On Tue, 20 Jul 2010 13:31:20 -0600, Truitt, Marc wrote:
>I wonder whether it's possible that we're all expecting too much from FRBR?
>I personally found Kevin Randall's real-world example of the FRBR relationships and user tasks both sensible and persuasive.
>FRBR is a model, nothing more. It attempts to describe a set of bibliographic relationships and user tasks.
FRBR has taken a tool (the library catalog) that has been created over the centuries through trial and error, then in the 19th century this tool was codified and took its present form, and has remained essentially unchanged even when computerization of the records took place. The fallacy was to use this tool to create a type of idealized model for the 20th-21st century that proclaims: this is what people do when they are searching for information; this is what they look for; and this is how they do it. These assumptions are wrong (although realizing it may have been almost impossible at the time, before the exponential growth and popularity of full-text keyword searches and then with the Web2.0 tools. I confess that when I read FRBR originally, I thought it was correct).
When FRBR claims that people "find/identify/select/obtain" it should not be forgotten that these are all transitive verbs: each one is incomplete and needs an object. Then, the "how" is addressed, for example: find (what?) expression (how?) author, or identify (what?) manifestation (how?) publication date. So, all the user tasks flow from one another logically and cannot be separated. When you do separate them, the whole matter becomes almost senseless, as Mike very humorously pointed out.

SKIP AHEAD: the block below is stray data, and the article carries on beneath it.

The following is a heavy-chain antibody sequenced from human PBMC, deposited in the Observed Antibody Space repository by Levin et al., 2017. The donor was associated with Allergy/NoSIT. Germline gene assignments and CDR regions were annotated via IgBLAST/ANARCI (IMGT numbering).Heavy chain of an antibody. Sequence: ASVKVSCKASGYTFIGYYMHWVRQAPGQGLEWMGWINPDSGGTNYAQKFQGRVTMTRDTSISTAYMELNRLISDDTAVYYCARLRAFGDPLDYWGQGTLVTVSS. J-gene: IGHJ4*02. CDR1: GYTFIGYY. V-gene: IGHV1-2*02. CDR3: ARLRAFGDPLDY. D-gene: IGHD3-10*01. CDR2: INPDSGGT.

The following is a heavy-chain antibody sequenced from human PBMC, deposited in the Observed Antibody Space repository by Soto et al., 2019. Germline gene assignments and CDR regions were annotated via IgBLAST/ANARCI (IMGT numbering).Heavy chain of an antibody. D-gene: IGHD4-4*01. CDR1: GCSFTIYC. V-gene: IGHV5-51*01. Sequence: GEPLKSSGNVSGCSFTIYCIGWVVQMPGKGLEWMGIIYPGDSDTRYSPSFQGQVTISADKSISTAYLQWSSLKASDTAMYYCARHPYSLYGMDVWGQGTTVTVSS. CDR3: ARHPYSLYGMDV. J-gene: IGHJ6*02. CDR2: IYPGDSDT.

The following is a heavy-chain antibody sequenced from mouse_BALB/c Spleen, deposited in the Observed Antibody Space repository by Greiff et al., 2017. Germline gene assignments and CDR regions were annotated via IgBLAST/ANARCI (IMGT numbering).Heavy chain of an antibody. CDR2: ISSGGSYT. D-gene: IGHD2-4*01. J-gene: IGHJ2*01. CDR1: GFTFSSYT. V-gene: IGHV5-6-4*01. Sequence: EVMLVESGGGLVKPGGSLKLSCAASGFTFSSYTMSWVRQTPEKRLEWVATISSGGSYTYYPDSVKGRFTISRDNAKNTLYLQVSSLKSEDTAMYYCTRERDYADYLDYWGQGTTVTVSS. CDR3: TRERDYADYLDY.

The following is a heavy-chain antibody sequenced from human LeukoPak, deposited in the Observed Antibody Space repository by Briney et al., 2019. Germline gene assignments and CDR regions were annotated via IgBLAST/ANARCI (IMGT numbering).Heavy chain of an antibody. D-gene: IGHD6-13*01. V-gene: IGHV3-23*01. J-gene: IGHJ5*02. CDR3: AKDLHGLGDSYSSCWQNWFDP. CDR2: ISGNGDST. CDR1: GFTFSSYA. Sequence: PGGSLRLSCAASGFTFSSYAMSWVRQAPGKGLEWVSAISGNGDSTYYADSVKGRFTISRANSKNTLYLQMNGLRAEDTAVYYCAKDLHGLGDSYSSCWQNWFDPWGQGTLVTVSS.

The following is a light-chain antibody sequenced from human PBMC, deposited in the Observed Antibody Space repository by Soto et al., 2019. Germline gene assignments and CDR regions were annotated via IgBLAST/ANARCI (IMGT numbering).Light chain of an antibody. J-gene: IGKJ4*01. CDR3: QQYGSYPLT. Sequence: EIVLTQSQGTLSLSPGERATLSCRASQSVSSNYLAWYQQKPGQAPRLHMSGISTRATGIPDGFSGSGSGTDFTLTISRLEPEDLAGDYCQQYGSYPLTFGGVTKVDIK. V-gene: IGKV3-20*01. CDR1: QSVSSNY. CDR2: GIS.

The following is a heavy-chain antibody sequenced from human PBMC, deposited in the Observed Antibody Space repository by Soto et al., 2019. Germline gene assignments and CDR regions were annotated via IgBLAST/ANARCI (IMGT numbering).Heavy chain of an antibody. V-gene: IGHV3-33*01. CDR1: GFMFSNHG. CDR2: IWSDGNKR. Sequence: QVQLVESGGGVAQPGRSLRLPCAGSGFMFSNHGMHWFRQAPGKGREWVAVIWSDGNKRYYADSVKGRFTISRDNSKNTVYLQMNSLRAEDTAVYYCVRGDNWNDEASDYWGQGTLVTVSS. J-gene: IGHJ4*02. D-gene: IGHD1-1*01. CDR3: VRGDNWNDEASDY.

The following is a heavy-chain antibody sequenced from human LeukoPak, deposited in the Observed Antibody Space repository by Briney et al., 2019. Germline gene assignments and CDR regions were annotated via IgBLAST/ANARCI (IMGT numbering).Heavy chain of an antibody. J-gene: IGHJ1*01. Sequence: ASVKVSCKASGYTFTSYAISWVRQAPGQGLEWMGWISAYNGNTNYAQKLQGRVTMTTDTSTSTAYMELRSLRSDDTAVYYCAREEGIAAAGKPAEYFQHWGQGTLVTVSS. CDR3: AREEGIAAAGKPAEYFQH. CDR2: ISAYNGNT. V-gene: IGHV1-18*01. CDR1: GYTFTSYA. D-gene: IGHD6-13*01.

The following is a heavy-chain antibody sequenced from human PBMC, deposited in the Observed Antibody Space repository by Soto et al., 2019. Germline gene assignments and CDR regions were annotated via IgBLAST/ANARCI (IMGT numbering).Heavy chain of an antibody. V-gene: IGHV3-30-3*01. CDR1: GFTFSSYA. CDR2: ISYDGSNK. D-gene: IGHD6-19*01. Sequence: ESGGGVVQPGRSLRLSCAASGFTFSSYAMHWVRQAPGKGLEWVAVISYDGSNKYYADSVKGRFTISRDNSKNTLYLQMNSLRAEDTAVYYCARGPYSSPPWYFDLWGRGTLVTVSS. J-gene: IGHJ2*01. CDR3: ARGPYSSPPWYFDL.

The problem is: all of this was taken from Cutter's Rules that came out a long time ago, and of course, he pretty much cribbed his rules from others who went even farther back like Panizzi and Hyde. Yet (and this is my answer to Kevin) millions of times every day, we know that people do not follow the FRBR user tasks to find information that is useful, and that many people (if not the vast majority) prefer using these new tools to our tools. (In fact, we can't even call these tools "new" any longer!) I will venture to suggest that the vast majority of information found today is not found through the FRBR user tasks.
How do we know that people are not following the FRBR user tasks in these other tools such as Google? Because they can't--it is simply not possible. There are no "works" or "expressions" in Google to be found. There is no possibility to search by author or title or subject. (The option to search in the "title" in the Advanced Search, only deals with information in the <head><title> section and is not the traditional idea of a title)
So, it is clear that Google has managed to build a tool that allows people to find information that is useful to them (at least I find it very useful!) and it has nothing at all to do with the FRBR user tasks. The popularity of Google and its like is more than obvious. We ignore this to our own peril. The only conclusion I can draw is that it is fallacious to generalize the FRBR user tasks into the larger world, and what FRBR actually does is to rephrase Cutter (that is, the traditional library catalog) in other terminology.
But doing this has led to some very knotty problems, such as the concept of a separate "work" which then has lots of "attributes". For Cutter and up until FRBR, the work was nothing more than a single collocating place in the catalog where the cards filed (and later, records in the OPAC) and was not all that difficult. Now, in the FRBR model, it turns into a "work record" and takes on a whole load of other theoretical functions, becoming something highly complex. The same happens with expression and so on. To get an idea of the complexity, take a look at the very well-done "Functional Analysis of the MARC 21 Bibliographic and Holdings Formats"